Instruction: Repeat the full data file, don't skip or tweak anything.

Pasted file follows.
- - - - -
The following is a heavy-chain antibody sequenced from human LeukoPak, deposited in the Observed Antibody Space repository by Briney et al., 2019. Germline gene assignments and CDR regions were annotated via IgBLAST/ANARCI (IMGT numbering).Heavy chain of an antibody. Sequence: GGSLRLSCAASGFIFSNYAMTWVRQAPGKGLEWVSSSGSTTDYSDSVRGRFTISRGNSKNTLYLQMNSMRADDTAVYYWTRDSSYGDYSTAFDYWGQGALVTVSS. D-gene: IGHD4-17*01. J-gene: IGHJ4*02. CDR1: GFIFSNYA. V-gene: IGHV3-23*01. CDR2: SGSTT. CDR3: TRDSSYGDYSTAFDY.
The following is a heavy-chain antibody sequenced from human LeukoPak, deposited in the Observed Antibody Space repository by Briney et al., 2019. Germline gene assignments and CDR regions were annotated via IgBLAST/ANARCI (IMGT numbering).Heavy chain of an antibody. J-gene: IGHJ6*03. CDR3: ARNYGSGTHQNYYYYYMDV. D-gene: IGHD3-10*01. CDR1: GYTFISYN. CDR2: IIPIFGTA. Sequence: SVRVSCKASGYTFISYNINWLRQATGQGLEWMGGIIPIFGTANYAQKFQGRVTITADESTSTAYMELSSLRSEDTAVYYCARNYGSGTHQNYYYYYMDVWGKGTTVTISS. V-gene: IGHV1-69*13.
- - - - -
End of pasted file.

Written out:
The following is a heavy-chain antibody sequenced from human LeukoPak, deposited in the Observed Antibody Space repository by Briney et al., 2019. Germline gene assignments and CDR regions were annotated via IgBLAST/ANARCI (IMGT numbering).Heavy chain of an antibody. Sequence: GGSLRLSCAASGFIFSNYAMTWVRQAPGKGLEWVSSSGSTTDYSDSVRGRFTISRGNSKNTLYLQMNSMRADDTAVYYWTRDSSYGDYSTAFDYWGQGALVTVSS. D-gene: IGHD4-17*01. J-gene: IGHJ4*02. CDR1: GFIFSNYA. V-gene: IGHV3-23*01. CDR2: SGSTT. CDR3: TRDSSYGDYSTAFDY.
The following is a heavy-chain antibody sequenced from human LeukoPak, deposited in the Observed Antibody Space repository by Briney et al., 2019. Germline gene assignments and CDR regions were annotated via IgBLAST/ANARCI (IMGT numbering).Heavy chain of an antibody. J-gene: IGHJ6*03. CDR3: ARNYGSGTHQNYYYYYMDV. D-gene: IGHD3-10*01. CDR1: GYTFISYN. CDR2: IIPIFGTA. Sequence: SVRVSCKASGYTFISYNINWLRQATGQGLEWMGGIIPIFGTANYAQKFQGRVTITADESTSTAYMELSSLRSEDTAVYYCARNYGSGTHQNYYYYYMDVWGKGTTVTISS. V-gene: IGHV1-69*13.